Serginho Roosblad was the first fellow in a new program developed in collaboration with the Ida B. Wells Society for Investigative Reporting and The Associated Press. Roosblad held his fellowship at the AP as a video producer for the global investigations team for one year beginning June 14, 2021 before transitioning to the role in a permanent capacity. You can read more about his background and the fellowship here.
Tell us a little bit more about your work prior to your fellowship at the Associated Press?
Prior to my fellowship at the Associated Press, I was working as an independent documentary filmmaker on a variety of different project. But the majority of my work was as one of the producers on the feature documentary film ‘Exposing Muybridge’, featuring Gary Oldman. The film chronicles the life and accomplishments of motion picture pioneer Eadweard Muybridge. The film had its premiere at the DOCNYC festival in November 2021 and most recently it’s international debut at Sheffield Doc Fest in the UK. As a filmmaker, the film is a conclusion of a trilogy of documentaries on photographers that I made. The two previous shorts being on David Maisel and his photographs on one of the US’ most secretive military zones, Dugway Proving Ground. The first installment in the series, which was nominated for an Emmy Award, was on Jonathan Calm with who I travelled with across California and Nevada, documenting former Green Book locations.
Having lived and worked in numerous countries, what has been different about doing photojournalism/investigative work during your time in the US?
Overall, I haven’t observed many major differences between working in the U.S. and other countries. One of the things that is much more present while producing videos are copyright and the potential of being sued. It has never been at the top of my mind, until I came to the U.S. It’s not a bad thing, of course everyone who has created something deserves to be credited and/or compensated, but it’s the looming threat of being dragged to court for what could’ve been a mistake or oversight, that’s been somewhat ‘wow’ to me. In addition, I’ve been surprised by how many ordinary citizens mistrust journalism. And how that’s accelerated in the couple of years I’ve been living in the U.S. Despite having worked in countries with limited press freedom, ordinary citizens seemed to have less of a distrust of journalists.
What was your favorite piece that you worked on during your fellowship?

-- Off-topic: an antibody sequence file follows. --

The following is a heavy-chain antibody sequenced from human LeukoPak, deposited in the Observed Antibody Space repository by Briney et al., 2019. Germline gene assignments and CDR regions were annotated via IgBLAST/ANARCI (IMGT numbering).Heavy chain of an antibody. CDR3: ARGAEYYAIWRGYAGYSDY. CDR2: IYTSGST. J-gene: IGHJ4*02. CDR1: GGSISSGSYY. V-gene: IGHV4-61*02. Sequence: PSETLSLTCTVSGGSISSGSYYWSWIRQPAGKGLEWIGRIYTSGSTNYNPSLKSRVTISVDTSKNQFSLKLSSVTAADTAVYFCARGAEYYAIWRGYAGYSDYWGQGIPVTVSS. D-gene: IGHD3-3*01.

Two pieces stand out and that was the story on police use of force on children. And more recently the story of previously abducted, Ukrainian medic Yuliia “Taira” Paievska.
With much of your work being in film and photography, what kind of imagery are you looking to capture when working on an investigative assignment?
I like it when investigative stories are rooted in personal human stories. So much can be told and explained with numbers and documents, but to convey the impact of an issue, the personal story is the best way to convey that.
What would your advice be to young journalists interested in investigative work?
Don’t be intimidated by it. Investigative journalism might come across as intimidating because of the amount of work one has to do, or threads they must follow. Personally, I thought that investigative stories started with digging into document and archives, but that doesn’t necessarily hold up. Just like any other story, it all starts with being curious. Very curious. And tenacious in trying to still that ‘curiosity hunger’.
What were some skills that you learned or enhanced during the past year with the global investigations team?
I’d say my fact checking skills have been enhanced. With the AP being a provider of content to many clients across the globe, if we get things wrong, they get it wrong as well. So, it’s even more important that the facts are straight. And along those lines, as a filmmaker I’ve become much more conscious of how the viewer can interpret scenes or sequences of action.
What investigative topics and areas are you most looking forward to delving further into in the coming months?
The war in Ukraine will remain on the top of my work in the coming months. It’s been really humbling and, at the same time motivating, to see the reach and impact of the story on the medic Yuliia Paievska has been. And I look forward to continuing documenting the war and potential war crimes for the War Crimes Watch initiative, in collaboration with PBS/FRONTLINE. In addition, I also look forward to start exploring topics I haven’t before which are the oceans and fisheries.
You can connect with Serginho on Instagram & Twitter @sroosblad.